In general, the main modalities of training used to improve endurance exercise performance are: (i) continuous training at low- to moderate-intensity (CMIT) characterized by high volumes of training (> 30 min per session) with intensities below the “anaerobic threshold” or between 60 and 80% of O2max (Kubukeli et al., 2002; Laursen and Jenkins, 2002; Seiler and Kjerland, 2006) and (ii) discontinuous high-intensity training (DHIT) characterized by repeated short bouts of exercise performed at an intensity corresponding to O2max or above, separated by brief periods of low-intensity work or inactivity which allow a partial but often not a full recovery of resting heart rate and O2 values (Kubukeli et al., 2002; Laursen and Jenkins, 2002; Gibala et al., 2006). Until a few years ago, it was widely believed that DHIT was a prerogative of elite athletes or recreational runners accustomed to sustain strenuous efforts and exercises of low/moderate intensity and high-volume were primarily prescribed to sedentary or moderately trained subjects, as this was considered safer and effective to improve aerobic metabolism (Holloszy and Coyle, 1984; Laursen, 2010). However, several studies have shown that in adult sedentary or moderately trained subjects, DHIT might be an efficient strategy to improve running performance (Franch et al., 1998; Billat et al., 1999; Helgerud et al., 2007; Laursen, 2010). Indeed, an improved maximal oxygen uptake (O2max) (Milanović et al., 2015) and a reduced energy expenditure at submaximal running speeds (Franch et al., 1998; Billat et al., 1999; Helgerud et al., 2007; Iaia et al., 2009) have been reported and it is widely accepted that these both factors, in addition to the ability to sustain a high percentage of O2max for an extended period of time (f V°O2), are the main physiological determinants of running performance (di Prampero, 1986; Capelli, 1999).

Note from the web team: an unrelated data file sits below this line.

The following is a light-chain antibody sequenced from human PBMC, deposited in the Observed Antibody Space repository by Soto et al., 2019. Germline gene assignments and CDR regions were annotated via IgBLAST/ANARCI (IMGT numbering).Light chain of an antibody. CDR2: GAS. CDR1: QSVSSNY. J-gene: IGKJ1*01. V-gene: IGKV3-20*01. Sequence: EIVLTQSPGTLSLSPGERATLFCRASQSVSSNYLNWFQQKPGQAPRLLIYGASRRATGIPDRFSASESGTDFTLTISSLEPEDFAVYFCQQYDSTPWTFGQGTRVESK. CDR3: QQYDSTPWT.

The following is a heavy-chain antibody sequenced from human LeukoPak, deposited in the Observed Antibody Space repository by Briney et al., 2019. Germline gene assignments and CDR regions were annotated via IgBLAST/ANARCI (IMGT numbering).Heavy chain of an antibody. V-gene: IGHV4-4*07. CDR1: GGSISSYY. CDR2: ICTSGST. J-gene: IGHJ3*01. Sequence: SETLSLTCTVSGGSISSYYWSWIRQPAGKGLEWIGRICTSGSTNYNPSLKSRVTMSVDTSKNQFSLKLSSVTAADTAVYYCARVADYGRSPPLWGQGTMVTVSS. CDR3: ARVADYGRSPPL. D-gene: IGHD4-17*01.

To the best of our knowledge, there is a lack of data on the effects of DHIT programs in middle-aged master runners with several years of training experience. Thus, the aim of this study was to compare the effects of CMIT and DHIT programs, characterized by the same volume, on running performance and the main physiological variables related to endurance performance in master runners. A group of runners, who maintained their training habits, was utilized as control. Our hypothesis was that DHIT, by affecting O2max and energy cost of running, would be as effective as CMIT in ameliorating running performance.